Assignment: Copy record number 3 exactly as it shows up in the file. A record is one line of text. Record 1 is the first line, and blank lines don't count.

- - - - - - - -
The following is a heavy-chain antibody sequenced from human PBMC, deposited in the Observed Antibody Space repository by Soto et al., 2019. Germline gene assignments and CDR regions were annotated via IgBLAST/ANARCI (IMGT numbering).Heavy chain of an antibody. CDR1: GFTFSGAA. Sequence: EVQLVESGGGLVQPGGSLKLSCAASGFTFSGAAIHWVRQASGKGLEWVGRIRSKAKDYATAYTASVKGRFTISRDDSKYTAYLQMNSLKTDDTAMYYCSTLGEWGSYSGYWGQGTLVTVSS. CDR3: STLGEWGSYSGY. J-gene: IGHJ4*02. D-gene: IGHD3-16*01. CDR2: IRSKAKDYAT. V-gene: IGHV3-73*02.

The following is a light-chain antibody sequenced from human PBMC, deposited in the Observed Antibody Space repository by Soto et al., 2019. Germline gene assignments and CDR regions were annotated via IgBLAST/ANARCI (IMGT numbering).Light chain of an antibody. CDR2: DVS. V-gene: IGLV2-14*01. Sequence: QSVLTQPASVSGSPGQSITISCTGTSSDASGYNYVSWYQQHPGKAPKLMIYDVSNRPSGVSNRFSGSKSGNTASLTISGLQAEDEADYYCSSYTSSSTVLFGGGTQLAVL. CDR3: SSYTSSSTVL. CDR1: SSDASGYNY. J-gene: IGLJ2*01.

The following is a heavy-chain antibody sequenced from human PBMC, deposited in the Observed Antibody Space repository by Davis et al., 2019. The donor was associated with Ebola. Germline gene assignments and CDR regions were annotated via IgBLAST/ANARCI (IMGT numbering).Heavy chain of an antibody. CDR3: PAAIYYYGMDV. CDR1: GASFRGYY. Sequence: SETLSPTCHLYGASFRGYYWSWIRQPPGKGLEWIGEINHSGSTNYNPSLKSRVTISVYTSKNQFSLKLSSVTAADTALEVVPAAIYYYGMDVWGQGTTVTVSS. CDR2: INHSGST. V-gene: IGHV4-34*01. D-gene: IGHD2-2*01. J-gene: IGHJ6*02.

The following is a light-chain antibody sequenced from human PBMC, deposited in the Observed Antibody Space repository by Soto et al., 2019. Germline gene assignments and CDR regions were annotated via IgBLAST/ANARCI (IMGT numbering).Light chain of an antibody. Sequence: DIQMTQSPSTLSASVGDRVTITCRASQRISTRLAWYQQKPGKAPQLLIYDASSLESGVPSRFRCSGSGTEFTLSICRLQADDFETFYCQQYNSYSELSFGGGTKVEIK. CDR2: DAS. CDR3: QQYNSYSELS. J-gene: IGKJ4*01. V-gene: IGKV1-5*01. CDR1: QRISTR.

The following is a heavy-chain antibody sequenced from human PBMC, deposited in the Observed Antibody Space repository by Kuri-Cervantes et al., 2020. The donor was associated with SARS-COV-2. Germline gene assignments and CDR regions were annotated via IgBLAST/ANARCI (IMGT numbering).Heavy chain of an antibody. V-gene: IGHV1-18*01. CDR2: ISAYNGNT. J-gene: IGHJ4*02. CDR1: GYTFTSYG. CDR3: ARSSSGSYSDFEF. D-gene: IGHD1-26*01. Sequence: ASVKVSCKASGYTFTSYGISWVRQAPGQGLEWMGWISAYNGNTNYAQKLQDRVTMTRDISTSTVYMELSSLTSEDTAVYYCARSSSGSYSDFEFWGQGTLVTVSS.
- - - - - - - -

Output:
The following is a heavy-chain antibody sequenced from human PBMC, deposited in the Observed Antibody Space repository by Davis et al., 2019. The donor was associated with Ebola. Germline gene assignments and CDR regions were annotated via IgBLAST/ANARCI (IMGT numbering).Heavy chain of an antibody. CDR3: PAAIYYYGMDV. CDR1: GASFRGYY. Sequence: SETLSPTCHLYGASFRGYYWSWIRQPPGKGLEWIGEINHSGSTNYNPSLKSRVTISVYTSKNQFSLKLSSVTAADTALEVVPAAIYYYGMDVWGQGTTVTVSS. CDR2: INHSGST. V-gene: IGHV4-34*01. D-gene: IGHD2-2*01. J-gene: IGHJ6*02.